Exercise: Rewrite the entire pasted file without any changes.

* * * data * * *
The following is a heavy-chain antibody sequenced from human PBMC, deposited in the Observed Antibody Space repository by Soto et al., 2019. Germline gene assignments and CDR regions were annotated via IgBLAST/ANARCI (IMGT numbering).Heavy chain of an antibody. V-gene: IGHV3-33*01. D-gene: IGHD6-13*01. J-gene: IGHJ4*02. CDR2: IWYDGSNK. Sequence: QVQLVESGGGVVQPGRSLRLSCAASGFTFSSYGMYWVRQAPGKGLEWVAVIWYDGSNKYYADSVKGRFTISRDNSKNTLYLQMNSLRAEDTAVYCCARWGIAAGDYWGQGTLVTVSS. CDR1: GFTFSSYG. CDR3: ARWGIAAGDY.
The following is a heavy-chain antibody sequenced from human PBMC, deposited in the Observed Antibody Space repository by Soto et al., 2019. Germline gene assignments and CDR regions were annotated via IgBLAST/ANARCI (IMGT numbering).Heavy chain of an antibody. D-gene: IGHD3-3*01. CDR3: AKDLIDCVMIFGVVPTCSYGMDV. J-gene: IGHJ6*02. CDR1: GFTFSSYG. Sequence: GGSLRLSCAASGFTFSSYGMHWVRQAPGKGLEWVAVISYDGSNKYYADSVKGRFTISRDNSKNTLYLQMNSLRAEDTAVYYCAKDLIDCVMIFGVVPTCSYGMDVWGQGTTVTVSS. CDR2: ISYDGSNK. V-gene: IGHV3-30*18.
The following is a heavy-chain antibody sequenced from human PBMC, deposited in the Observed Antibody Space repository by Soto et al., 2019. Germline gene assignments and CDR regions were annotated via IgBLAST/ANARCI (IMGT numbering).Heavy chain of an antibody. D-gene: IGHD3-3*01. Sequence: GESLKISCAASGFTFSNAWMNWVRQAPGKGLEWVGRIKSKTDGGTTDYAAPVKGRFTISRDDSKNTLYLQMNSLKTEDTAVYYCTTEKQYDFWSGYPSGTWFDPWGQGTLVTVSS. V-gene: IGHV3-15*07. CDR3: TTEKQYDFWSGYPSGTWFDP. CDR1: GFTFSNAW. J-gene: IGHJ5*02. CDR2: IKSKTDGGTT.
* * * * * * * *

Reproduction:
The following is a heavy-chain antibody sequenced from human PBMC, deposited in the Observed Antibody Space repository by Soto et al., 2019. Germline gene assignments and CDR regions were annotated via IgBLAST/ANARCI (IMGT numbering).Heavy chain of an antibody. V-gene: IGHV3-33*01. D-gene: IGHD6-13*01. J-gene: IGHJ4*02. CDR2: IWYDGSNK. Sequence: QVQLVESGGGVVQPGRSLRLSCAASGFTFSSYGMYWVRQAPGKGLEWVAVIWYDGSNKYYADSVKGRFTISRDNSKNTLYLQMNSLRAEDTAVYCCARWGIAAGDYWGQGTLVTVSS. CDR1: GFTFSSYG. CDR3: ARWGIAAGDY.
The following is a heavy-chain antibody sequenced from human PBMC, deposited in the Observed Antibody Space repository by Soto et al., 2019. Germline gene assignments and CDR regions were annotated via IgBLAST/ANARCI (IMGT numbering).Heavy chain of an antibody. D-gene: IGHD3-3*01. CDR3: AKDLIDCVMIFGVVPTCSYGMDV. J-gene: IGHJ6*02. CDR1: GFTFSSYG. Sequence: GGSLRLSCAASGFTFSSYGMHWVRQAPGKGLEWVAVISYDGSNKYYADSVKGRFTISRDNSKNTLYLQMNSLRAEDTAVYYCAKDLIDCVMIFGVVPTCSYGMDVWGQGTTVTVSS. CDR2: ISYDGSNK. V-gene: IGHV3-30*18.
The following is a heavy-chain antibody sequenced from human PBMC, deposited in the Observed Antibody Space repository by Soto et al., 2019. Germline gene assignments and CDR regions were annotated via IgBLAST/ANARCI (IMGT numbering).Heavy chain of an antibody. D-gene: IGHD3-3*01. Sequence: GESLKISCAASGFTFSNAWMNWVRQAPGKGLEWVGRIKSKTDGGTTDYAAPVKGRFTISRDDSKNTLYLQMNSLKTEDTAVYYCTTEKQYDFWSGYPSGTWFDPWGQGTLVTVSS. V-gene: IGHV3-15*07. CDR3: TTEKQYDFWSGYPSGTWFDP. CDR1: GFTFSNAW. J-gene: IGHJ5*02. CDR2: IKSKTDGGTT.